For example, next month, Drs. Mark Mirotznik and Dennis Prather, both professors in our Department of Electrical and Computer Engineering, will begin teaching an electrical engineering course on-site at Aberdeen Proving Ground. And last fall, the University’s Career Services Center, under the leadership of Joyce Henderson, worked with APG’s Software Engineering Center and with CERDEC to admit two graduate students and four undergraduates to the Student Career Experience Program. The program is a windfall for admitted students, providing them full graduate tuition, a stipend, unparalleled skill development, internship opportunities, and guaranteed employment upon graduation. Last year, the Army hired a total of twenty-three UD students—either through the Student Career Experience Program or as full-time employees.

These collaborative initiatives have been extraordinarily valuable, and they set the stage for today’s signing ceremony, which I consider a capstone to the conversations we’ve had over the past eighteen months.

CRADA
Today, we’ll sign two documents. The first is a CRADA—a Cooperative Research and Development Agreement. The CRADA provides the legal basis for scientists and engineers in both organizations to more efficiently work together. Ultimately, that means developing cooperative projects that will result in state-of-the-art capability and support to the war-fighter.

Together, we will create cutting-edge science, and perhaps discover the next major transformational technology. The CRADA will drive interdisciplinary and inter-laboratory collaborations between—and within— our respective organizations. It will enrich our educational capabilities and lead to important economic-development opportunities through high-tech startups and spinoffs.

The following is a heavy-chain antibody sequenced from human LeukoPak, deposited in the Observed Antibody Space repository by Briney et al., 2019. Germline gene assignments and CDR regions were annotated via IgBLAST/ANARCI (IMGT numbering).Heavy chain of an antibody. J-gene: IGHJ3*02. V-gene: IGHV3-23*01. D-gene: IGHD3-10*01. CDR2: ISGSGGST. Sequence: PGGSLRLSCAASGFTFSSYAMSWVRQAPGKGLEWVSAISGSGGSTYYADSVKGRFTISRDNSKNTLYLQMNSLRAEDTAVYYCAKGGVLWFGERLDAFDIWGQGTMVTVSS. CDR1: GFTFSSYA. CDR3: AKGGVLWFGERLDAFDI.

As most of you are aware, UD recently acquired a substantial piece of land formerly owned by the Daimler-Chrysler Corporation. We believe our formalized partnership with APG will be an important influence on the property’s transformation into a major center of innovative science, technology, and engineering, and a dynamic incubator of new entrepreneurial businesses.

In fact, the site’s potential to foster collaboration among regional science & technology leaders and to generate new businesses based on proliferating innovation is one of its most exciting aspects. I thank the Governor and Delaware’s Congressional delegation for their strong and continued support of this mission.

But, as I said before, the potential benefits of this partnership are enormous, reaching well beyond our organizations, and beyond our respective states. It’s a national imperative with truly global implications.

To articulate the long-term outcomes really driving our efforts, it’s maybe easiest to invoke CERDEC’s vision statement, which I’m paraphrasing a bit … To employ the imagination and innovation of our brightest professionals to provide America’s soldiers the most effective solutions—ensuring mission success and their safe return home.

I speak on behalf of the entire University of Delaware community when I say we couldn’t be more honored to play a small part in this critical task.

Statement of Work
We’ll also be signing a second document today—one that shows how serious our intentions are, and how far we’ve already come in this planning process. That document is a Cooperative Statement of Work to be carried out under the CRADA.

The work will focus on antenna technology and composite materials, and will involve two Army research centers—CERDEC and the Army Research Laboratory—alongside the University’s Center for Composite Materials, which in 1996 was named an ARL Materials Center of Excellence, one of just three in the nation.

Representatives from these organizations are with us this morning, and I’d like to recognize them once again: John Miller, director of the Army Research Laboratory; Gary Blohm, director of CERDEC; and our own Jack Gillespie, director of UD’s Center for Composite Materials.

Gentlemen, I appreciate all the hard work that’s already gone into this partnership, and I congratulate you.

Conclusion
The University of Delaware’s strategic plan, our Path to Prominence, is predicated, in part, on three enduring principles: partnership, engagement, and impact. This collaboration with the Aberdeen Proving Ground significantly advances all three.

I look forward to great things in the months and years ahead as we work together toward common goals and shared benefit, and I thank all of you here for what you have done—and what you will do—to make this partnership a success.

Thank you.